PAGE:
Higher Education News
Over the last few months, staff of the Office of Career, Technical, and Adult Education (OCTAE) visited adult charter schools and schools for disconnected or opportunity youth in the D.C. area. We were inspired by the dedicated students, faculty, and staff and saw the need for more high-quality and adequately resourced adult and family charter schools, pilot schools, or other blended learning or hybrid schools for adults and opportunity youth in the United States. There are currently 36 million adults and 5.3 million disconnected or opportunity youth in the country who could benefit from access to such schools.
On our visits we met students like Senovio, who dreams of owning his own restaurant one day. Senovio’s dedication to his dream was apparent as he shared how he works up to 70 hours a week as a sous chef at a local Mexican restaurant and sometimes wakes up at 4 a.m. to do his homework before heading to class. Carlos Rosario International Public Charter School is helping Senovio prepare for his future with a restaurant-grade kitchen where his culinary training classes are held. Next to the kitchen classroom is a dining room where the students practice serving and interacting with customers. Carlos Rosario International PCS and the other adult schools we visited in D.C. are giving students like Senovio the opportunity to learn in-demand occupational skills and employability skills necessary for employment, while they learn literacy and numeracy.
Today’s older youth and adult learners face a number of obstacles that keep them from completing their education, for this reason it is critical that the schools that serve them provide the needed supports to minimize these external barriers. For example, the schools we visited offer day, evening, and night classes to make sure their classes meet the varying schedules of students, free child care while students attend class, and transportation subsidies. They also offer college and career counseling and give students social services support. Communities across the country can benefit from models like these that give older youth, low-skilled adults, and families access to high-quality, adequately resourced schools.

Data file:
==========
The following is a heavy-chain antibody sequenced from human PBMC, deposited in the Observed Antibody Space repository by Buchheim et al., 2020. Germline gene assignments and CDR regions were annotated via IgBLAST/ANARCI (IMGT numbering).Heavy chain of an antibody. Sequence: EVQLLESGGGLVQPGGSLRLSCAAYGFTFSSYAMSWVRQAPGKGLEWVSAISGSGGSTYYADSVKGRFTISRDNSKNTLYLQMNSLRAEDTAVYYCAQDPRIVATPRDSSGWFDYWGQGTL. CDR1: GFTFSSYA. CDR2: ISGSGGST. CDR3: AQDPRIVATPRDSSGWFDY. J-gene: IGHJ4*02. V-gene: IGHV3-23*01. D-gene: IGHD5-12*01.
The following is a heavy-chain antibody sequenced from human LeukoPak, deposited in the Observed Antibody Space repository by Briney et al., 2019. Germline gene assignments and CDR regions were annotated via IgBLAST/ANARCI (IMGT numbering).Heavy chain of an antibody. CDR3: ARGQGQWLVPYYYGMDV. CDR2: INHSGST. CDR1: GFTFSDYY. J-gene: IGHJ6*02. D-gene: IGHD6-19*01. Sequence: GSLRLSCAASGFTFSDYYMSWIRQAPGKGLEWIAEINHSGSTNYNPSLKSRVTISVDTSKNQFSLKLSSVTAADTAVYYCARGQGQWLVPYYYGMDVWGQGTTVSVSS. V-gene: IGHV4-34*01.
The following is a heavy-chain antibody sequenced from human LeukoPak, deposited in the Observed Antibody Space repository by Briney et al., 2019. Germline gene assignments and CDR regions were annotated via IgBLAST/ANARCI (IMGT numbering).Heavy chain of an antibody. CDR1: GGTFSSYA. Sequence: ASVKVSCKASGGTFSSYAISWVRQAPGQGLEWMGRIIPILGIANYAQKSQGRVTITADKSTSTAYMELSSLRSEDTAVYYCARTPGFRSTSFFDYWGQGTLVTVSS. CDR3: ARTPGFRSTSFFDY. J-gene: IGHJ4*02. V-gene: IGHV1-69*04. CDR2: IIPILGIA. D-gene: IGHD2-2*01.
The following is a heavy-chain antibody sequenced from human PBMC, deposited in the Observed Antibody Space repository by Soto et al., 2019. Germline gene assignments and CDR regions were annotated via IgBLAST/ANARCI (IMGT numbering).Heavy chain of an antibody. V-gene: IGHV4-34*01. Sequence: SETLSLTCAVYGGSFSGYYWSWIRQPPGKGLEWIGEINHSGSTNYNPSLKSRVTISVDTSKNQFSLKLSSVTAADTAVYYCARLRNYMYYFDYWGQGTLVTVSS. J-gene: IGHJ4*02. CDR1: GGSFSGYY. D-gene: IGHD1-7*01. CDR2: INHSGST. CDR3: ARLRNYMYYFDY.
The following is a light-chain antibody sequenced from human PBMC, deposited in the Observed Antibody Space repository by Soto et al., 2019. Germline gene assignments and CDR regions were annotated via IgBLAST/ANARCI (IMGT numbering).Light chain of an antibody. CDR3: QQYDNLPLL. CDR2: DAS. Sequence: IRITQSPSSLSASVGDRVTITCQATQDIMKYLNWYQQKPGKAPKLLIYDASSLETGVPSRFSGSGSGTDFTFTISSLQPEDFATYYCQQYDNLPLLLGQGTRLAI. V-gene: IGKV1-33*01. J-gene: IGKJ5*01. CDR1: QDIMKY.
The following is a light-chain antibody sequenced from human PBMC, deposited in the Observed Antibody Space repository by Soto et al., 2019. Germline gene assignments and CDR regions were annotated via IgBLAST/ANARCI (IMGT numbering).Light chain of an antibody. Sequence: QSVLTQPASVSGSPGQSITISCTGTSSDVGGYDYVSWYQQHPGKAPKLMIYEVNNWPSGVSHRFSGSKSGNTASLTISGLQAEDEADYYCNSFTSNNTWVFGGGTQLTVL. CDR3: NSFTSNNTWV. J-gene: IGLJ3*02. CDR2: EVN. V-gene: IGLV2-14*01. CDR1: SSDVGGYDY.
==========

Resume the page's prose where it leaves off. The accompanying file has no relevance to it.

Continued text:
Today, December 1, 2016, OCTAE, the Barbara Bush Foundation for Family Literacy, and the Carlos Rosario International Public Charter School hosted the first Adult Schools Growth Forum focused on expanding high-quality schools for low-skilled adult learners, opportunity youth, and other disadvantaged older youth and adults.
The forum is the first step in what we hope will be a continued conversation on how to expand educational options for older youth, adults, and families. The event brought together individuals and organizations with a vested interest in expanding access to high-quality schools for adults including adult charter school and adult school operators, community leaders interested in creating high-quality and adequately resourced adult schools, charter school authorizers, city and state education policy decision makers, national associations, researchers and evaluators, potential investors, federal agencies, and intermediaries involved in promoting and expanding access to these types of schools.
Please join me in committing to create #MoreAdultSchools and increase the number of high-quality and adequately resourced adult and family charter schools, pilot schools, or other schools for adults by 100 or more schools across the country over the next three years. To see what concrete steps you can take to help increase the number of high quality adult schools, look at the menu of actions paper.
For more information on adult schools, a follow-up paper articulating key recommendations from today’s event, and much more, head to http://conference.novaresearch.com/ASGF2016.
“Our kids need an education that is reflective of them, that challenges them, and helps them to better understand who they are in the world.”